‘We’re off, it’s started’ mobile message led police to terror boss

Published: Friday 20th November 2015 by The News Editor

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A discarded mobile phone found near the blood-soaked Bataclan concert hall led investigators to the cousin of the Paris attacks ringleader – and then to the apartment where both died in a hail of bullets and explosions, authorities have said.

As a manhunt intensified for a fugitive connected to last Friday’s carnage that killed 129 people, details emerged about the operation that allowed authorities to zero in on Abdelhamid Abaaoud, the Belgian-Moroccan extremist said to have orchestrated the attacks in Paris and four plots thwarted earlier this year.

The narrative provided by French officials raised questions about how a wanted militant suspected of involvement in multiple plots could slip into Europe undetected.

Investigators quickly identified Abaaoud as the architect of the deadly attacks in Paris, but they believed he had co-ordinated the assaults against a football stadium, cafes and a rock concert from the battlefields of Syria.

That situation changed profoundly on Monday, when France received a startling tip-off from a non-European country that Abaaoud had slipped into Europe through Greece, interior minister Bernard Cazeneuve said.

“It was a big surprise when the intelligence came in,” said a police official. “There were many people who didn’t take it seriously, but effectively it was confirmed.”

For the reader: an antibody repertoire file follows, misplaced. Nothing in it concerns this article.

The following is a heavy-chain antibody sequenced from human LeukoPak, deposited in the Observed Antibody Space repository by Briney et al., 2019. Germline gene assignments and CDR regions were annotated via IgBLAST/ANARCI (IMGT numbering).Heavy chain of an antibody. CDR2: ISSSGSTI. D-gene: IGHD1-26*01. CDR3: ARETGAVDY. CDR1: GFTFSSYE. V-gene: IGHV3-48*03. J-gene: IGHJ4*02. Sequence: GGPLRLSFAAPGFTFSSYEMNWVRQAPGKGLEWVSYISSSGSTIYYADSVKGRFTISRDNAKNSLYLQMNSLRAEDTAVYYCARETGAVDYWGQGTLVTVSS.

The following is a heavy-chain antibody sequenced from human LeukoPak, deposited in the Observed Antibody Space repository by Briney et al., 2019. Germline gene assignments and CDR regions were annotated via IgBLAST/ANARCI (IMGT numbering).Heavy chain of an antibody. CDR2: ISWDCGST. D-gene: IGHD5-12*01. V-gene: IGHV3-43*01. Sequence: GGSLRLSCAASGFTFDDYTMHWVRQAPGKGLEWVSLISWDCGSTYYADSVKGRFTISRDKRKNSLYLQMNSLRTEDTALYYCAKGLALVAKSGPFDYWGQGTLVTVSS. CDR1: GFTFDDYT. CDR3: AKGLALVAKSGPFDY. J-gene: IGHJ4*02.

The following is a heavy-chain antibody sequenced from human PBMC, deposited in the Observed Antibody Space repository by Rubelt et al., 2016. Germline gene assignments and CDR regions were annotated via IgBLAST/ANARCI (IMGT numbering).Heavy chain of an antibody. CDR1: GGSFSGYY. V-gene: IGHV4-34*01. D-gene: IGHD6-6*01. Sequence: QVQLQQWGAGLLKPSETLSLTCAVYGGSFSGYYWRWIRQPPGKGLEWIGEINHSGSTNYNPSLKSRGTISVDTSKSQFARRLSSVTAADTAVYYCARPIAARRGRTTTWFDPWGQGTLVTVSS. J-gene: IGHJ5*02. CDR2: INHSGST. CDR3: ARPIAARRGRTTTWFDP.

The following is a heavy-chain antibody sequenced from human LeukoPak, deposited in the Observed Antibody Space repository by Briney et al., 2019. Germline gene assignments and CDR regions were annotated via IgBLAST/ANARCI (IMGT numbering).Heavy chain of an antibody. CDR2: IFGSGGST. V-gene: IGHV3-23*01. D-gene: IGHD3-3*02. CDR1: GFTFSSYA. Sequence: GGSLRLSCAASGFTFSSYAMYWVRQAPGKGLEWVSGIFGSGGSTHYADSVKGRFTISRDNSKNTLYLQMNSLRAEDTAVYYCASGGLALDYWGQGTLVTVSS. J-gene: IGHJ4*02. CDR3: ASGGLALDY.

As it turned out, not only was Abaaoud in Europe, but under the noses of French investigators, a 15-minute walk from the Stade de France stadium where three suicide bombers had blown themselves up during the attacks.

“We have strong reason to believe that this cell was about to commit massive terror attacks in France,” prime minister Manuel Valls said.

Paris prosecutor Francois Molins said Abaaoud was traced to the apartment in the northern Paris suburb of Saint-Denis through phone taps and surveillance.

Two police sources briefed on the investigation said a mobile phone dumped in a rubbish bin outside the Bataclan concert hall, where 89 people were killed, proved crucial. It contained a text message sent about 20 minutes after the massacre began that read: “We’re off, it’s started.”

The phone had contact information for Abaaoud’s 26-year-old cousin, Hasna Aitboulahcen, one of the officials said.

Both she and Abaaoud were killed as heavily armed SWAT teams raided the apartment in Saint-Denis early on Wednesday.

Her final moments were marked by a brief, angry exchange with police before she is believed to have detonated a suicide vest – an explosion that hurled parts of her body on to a police car on the street below.

An audio recording, confirmed by a police official, captured the exchange. As gunshots rang out, an officer was heard shouting: “Where is your boyfriend?”

“He’s not my boyfriend!” Aitboulahcen responded angrily. Then a loud explosion was heard, which police officials said was the bomb in her vest detonating.

Prosecutors said a fingerprint check confirmed that another mangled body found inside the heavily-damaged building was that of Abaaoud. Eight people were arrested in connection with the raids, including two who were pulled out of the rubble.